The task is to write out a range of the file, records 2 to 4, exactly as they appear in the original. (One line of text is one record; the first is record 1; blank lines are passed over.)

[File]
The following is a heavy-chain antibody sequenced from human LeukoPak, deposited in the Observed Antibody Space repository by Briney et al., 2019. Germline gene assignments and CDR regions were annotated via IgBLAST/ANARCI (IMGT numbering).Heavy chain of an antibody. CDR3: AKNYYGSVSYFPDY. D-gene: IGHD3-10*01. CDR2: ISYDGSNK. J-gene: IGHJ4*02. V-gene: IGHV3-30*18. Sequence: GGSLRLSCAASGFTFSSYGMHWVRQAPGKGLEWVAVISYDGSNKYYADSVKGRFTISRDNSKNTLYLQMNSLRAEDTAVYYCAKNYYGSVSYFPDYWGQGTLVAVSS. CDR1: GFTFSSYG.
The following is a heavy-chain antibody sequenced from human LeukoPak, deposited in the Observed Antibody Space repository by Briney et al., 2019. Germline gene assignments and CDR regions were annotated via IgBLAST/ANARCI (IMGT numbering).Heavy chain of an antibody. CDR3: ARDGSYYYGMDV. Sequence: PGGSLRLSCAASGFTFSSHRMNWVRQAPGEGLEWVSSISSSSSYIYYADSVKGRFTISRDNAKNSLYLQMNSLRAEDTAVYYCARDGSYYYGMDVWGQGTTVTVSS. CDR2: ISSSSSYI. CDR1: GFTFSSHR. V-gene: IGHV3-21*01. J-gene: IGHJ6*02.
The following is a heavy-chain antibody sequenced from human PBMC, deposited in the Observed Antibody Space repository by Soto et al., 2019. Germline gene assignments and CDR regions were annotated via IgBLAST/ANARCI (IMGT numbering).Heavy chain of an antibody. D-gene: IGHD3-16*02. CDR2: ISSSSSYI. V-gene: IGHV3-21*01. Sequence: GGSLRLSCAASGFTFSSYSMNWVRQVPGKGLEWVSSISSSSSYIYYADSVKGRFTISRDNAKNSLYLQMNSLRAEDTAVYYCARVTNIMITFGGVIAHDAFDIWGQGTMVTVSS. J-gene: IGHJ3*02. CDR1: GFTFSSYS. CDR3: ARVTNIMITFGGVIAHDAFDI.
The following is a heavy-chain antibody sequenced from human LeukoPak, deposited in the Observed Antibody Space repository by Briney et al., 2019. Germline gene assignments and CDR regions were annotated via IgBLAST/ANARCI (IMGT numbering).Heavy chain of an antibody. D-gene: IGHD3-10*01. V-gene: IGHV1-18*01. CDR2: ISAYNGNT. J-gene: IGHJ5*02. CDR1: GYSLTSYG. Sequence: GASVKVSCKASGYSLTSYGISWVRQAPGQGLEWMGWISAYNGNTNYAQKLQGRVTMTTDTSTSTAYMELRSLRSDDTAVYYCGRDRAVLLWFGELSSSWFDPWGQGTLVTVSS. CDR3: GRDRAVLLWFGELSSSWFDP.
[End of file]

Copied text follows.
The following is a heavy-chain antibody sequenced from human LeukoPak, deposited in the Observed Antibody Space repository by Briney et al., 2019. Germline gene assignments and CDR regions were annotated via IgBLAST/ANARCI (IMGT numbering).Heavy chain of an antibody. CDR3: ARDGSYYYGMDV. Sequence: PGGSLRLSCAASGFTFSSHRMNWVRQAPGEGLEWVSSISSSSSYIYYADSVKGRFTISRDNAKNSLYLQMNSLRAEDTAVYYCARDGSYYYGMDVWGQGTTVTVSS. CDR2: ISSSSSYI. CDR1: GFTFSSHR. V-gene: IGHV3-21*01. J-gene: IGHJ6*02.
The following is a heavy-chain antibody sequenced from human PBMC, deposited in the Observed Antibody Space repository by Soto et al., 2019. Germline gene assignments and CDR regions were annotated via IgBLAST/ANARCI (IMGT numbering).Heavy chain of an antibody. D-gene: IGHD3-16*02. CDR2: ISSSSSYI. V-gene: IGHV3-21*01. Sequence: GGSLRLSCAASGFTFSSYSMNWVRQVPGKGLEWVSSISSSSSYIYYADSVKGRFTISRDNAKNSLYLQMNSLRAEDTAVYYCARVTNIMITFGGVIAHDAFDIWGQGTMVTVSS. J-gene: IGHJ3*02. CDR1: GFTFSSYS. CDR3: ARVTNIMITFGGVIAHDAFDI.
The following is a heavy-chain antibody sequenced from human LeukoPak, deposited in the Observed Antibody Space repository by Briney et al., 2019. Germline gene assignments and CDR regions were annotated via IgBLAST/ANARCI (IMGT numbering).Heavy chain of an antibody. D-gene: IGHD3-10*01. V-gene: IGHV1-18*01. CDR2: ISAYNGNT. J-gene: IGHJ5*02. CDR1: GYSLTSYG. Sequence: GASVKVSCKASGYSLTSYGISWVRQAPGQGLEWMGWISAYNGNTNYAQKLQGRVTMTTDTSTSTAYMELRSLRSDDTAVYYCGRDRAVLLWFGELSSSWFDPWGQGTLVTVSS. CDR3: GRDRAVLLWFGELSSSWFDP.